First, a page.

With the "14 upright of the 26" riddle, remember that the PCs have a couple of opportunities to discover what this means - either solve the puzzle or listen to the ghost. Also, the PCs can still achieve the campaign objective (i.e., prevent Balor from being awoken) without entering the City of Mimir, so failure to solve the riddle will not bring the campaign to an early close. I'd be more focused on the black/white powder puzzle in the main entrance - what information has the PCs been given that might have given them cause to learn the ritual required to open the door? Or will pretty much every party have to fight the mummies (still without guarantee they'll figure out how to open the door)? Another clue, like a faded frieze depicting a robed figure throwing powder at the altar or an obscure passage in a book about Mimir the PCs found in the first-floor library of the King's Tower would be good - again, more than one clue and/or more than one way to proceed.

Consider also the goblet in King under the Forest - how are the PCs to know to use it in the basins at the shimmering doorway (or, indeed, how are they to know from which basin to drink)? More signposts are definitely required, as is a clue to link the goblet to the basins in the first place. I guess Bretwald could pipe up, but if you're going to give the players the answers to the puzzles, why put a puzzle in the adventure at all? Failure must be an option within an adventure, with appropriate consequences, without which the players won't feel like they agency over their characters. I'd recommend, going into any gaming group, to have alternative content prepared, just in case the adventurers go off-piste or need a bit more help.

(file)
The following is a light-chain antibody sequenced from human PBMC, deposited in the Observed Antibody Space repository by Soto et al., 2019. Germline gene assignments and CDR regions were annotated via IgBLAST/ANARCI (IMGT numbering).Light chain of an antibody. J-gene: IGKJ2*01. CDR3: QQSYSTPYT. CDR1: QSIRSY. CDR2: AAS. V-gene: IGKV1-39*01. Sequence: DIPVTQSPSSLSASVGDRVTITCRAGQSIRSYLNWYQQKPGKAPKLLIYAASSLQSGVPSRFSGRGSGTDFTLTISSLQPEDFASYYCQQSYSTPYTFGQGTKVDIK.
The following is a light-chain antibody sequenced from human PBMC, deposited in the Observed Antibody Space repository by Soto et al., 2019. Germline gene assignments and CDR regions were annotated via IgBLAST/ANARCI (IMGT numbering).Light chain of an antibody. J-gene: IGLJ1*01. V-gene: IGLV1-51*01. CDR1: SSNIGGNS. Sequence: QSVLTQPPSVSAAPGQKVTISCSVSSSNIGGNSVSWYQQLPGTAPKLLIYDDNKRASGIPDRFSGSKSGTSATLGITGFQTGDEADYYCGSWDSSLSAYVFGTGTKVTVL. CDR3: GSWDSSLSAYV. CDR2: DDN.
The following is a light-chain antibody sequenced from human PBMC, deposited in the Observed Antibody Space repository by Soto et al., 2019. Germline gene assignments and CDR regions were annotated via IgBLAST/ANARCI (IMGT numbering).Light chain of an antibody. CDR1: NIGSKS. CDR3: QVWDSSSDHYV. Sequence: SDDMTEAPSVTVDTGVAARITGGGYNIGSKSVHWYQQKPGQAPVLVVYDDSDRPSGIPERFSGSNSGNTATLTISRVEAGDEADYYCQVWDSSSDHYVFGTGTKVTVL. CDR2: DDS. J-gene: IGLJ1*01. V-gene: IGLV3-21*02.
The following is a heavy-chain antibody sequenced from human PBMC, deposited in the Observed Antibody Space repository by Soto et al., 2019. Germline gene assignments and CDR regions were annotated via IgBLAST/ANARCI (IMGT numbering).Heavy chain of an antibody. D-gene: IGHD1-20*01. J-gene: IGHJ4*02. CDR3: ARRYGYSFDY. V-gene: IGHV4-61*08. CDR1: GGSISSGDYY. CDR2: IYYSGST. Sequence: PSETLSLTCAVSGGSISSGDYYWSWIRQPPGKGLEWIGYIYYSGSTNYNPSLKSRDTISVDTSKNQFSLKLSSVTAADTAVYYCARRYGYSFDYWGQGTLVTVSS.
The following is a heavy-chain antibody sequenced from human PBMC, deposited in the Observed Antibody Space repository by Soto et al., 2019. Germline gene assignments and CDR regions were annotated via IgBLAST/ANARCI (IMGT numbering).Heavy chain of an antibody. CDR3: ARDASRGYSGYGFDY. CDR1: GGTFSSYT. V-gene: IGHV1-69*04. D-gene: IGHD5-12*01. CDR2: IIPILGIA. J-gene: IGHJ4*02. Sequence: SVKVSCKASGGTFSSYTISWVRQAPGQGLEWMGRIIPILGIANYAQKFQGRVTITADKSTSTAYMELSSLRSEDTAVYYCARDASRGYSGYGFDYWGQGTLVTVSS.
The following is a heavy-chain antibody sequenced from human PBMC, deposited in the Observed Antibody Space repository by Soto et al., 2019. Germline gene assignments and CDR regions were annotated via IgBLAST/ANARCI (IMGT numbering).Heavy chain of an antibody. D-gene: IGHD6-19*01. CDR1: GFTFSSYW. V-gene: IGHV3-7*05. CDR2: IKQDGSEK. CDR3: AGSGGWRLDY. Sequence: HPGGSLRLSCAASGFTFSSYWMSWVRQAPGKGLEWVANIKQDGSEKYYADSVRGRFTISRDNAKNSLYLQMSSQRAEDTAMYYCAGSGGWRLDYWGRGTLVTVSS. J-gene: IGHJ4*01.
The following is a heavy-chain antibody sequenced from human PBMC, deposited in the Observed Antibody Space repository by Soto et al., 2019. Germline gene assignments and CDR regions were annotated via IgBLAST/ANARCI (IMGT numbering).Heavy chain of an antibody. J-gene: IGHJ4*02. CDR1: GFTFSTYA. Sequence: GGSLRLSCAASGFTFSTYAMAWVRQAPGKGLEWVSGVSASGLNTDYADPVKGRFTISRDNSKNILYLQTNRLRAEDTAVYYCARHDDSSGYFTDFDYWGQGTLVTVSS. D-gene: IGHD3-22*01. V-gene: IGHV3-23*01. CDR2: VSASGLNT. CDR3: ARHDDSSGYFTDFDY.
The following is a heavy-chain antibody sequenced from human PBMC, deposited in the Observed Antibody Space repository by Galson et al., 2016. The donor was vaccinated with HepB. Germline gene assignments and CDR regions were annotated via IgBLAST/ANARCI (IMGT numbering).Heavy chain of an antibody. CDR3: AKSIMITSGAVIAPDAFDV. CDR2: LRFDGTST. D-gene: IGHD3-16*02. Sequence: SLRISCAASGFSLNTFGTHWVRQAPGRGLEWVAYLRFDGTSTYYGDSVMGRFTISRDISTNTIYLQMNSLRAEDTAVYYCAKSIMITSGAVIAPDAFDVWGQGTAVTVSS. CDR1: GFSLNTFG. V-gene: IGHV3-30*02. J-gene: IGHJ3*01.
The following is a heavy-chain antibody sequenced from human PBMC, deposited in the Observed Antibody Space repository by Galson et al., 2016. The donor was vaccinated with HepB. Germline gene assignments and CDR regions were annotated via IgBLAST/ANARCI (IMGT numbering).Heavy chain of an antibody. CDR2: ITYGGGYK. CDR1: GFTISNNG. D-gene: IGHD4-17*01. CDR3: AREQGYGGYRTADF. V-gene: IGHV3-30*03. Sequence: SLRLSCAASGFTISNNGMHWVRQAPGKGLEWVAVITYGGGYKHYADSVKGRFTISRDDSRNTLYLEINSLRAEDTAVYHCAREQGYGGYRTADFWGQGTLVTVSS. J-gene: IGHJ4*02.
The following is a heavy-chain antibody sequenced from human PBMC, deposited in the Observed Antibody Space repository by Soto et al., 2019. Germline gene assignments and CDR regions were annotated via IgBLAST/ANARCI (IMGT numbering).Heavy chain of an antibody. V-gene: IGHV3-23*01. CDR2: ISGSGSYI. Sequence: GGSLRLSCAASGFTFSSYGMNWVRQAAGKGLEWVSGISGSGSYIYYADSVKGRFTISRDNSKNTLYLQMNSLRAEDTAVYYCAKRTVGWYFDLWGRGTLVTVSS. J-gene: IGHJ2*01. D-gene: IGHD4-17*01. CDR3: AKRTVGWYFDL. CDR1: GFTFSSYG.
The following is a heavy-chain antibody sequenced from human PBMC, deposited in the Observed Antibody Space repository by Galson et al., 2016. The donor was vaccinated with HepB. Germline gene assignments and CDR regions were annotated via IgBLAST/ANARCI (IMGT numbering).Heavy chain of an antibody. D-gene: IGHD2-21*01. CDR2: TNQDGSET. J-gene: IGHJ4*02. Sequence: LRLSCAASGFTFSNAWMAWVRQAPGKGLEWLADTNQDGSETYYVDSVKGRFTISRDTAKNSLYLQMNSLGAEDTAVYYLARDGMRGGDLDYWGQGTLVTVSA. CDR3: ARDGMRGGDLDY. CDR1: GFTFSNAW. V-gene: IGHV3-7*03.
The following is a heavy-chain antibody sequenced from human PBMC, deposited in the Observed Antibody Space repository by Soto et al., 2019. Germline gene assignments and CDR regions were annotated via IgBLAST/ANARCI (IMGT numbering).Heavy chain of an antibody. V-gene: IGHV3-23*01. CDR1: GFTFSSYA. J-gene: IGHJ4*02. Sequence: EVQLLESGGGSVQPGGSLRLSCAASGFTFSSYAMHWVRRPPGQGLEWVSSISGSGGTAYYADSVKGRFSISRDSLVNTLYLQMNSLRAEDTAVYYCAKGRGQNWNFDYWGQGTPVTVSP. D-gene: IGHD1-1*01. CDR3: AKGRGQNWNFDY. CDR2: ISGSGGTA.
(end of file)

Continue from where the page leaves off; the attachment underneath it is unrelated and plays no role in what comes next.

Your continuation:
There is a time constraint on the Prince of Darkness (although not a non-fudgeable one), but I would otherwise allow a group to wander away from an adventure/underworld and return to it once they have the information they need to solve a particular challenge. In my version of King under the Forest, the deep pit is actually the entrance to a second level of the dungeon (Mathor's lair), although first-ranked PCs may not realise that - should they ever return, their higher-rank abilities might just detect it... Perhaps one of Vallandar's swords, once it has achieved it's +3 bonus, starts to draw that character back to the tomb; maybe the bag in which the north wind is trapped starts to pull towards the tomb like a lodestone; and so on.

Unless I was particularly strapped for preparation time, I'd never play a published adventure as-published. My current DW group consists of an elementalist, sorcerer, knight, and disciple (a priest-cum-mystic-style profession) which would either breeze through, or be eaten alive by, a published adventure, written as they are for a more traditional party of adventurers! That said, when I put them through Under the Rocks, it was mostly as-written (although I certainly didn't give them a magic weapon at the end of it!)

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PostPosted: Sun Sep 30, 2018 2:09 pm 
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Dreadnought wrote:
But if I had a group where they were getting hung up on a puzzle, and it was reaching the point that failure to solve it was going to make the game stall, I'd get everybody to roll a d20 check versus Intelligence, and hope somebody passed, and if they did give them a clue. "Think about the number 26 - what common thing has 26 variations?" for example. But I only resort to that after giving them a reasonable chance to work it out, and only if its actually stalling the game.

I sometimes do this, too - after all, we don't expect our players to demonstrate their characters' martial abilities in combat by taking arms against the GM, so I don't necessarily expect the players to have the same intellectual or social abilities as their characters, either. Which is also why I play down combat encounters - make them more narrative so the players' creativity is allowed to come to the fore, rather than it simply being a dice-rolling exercise.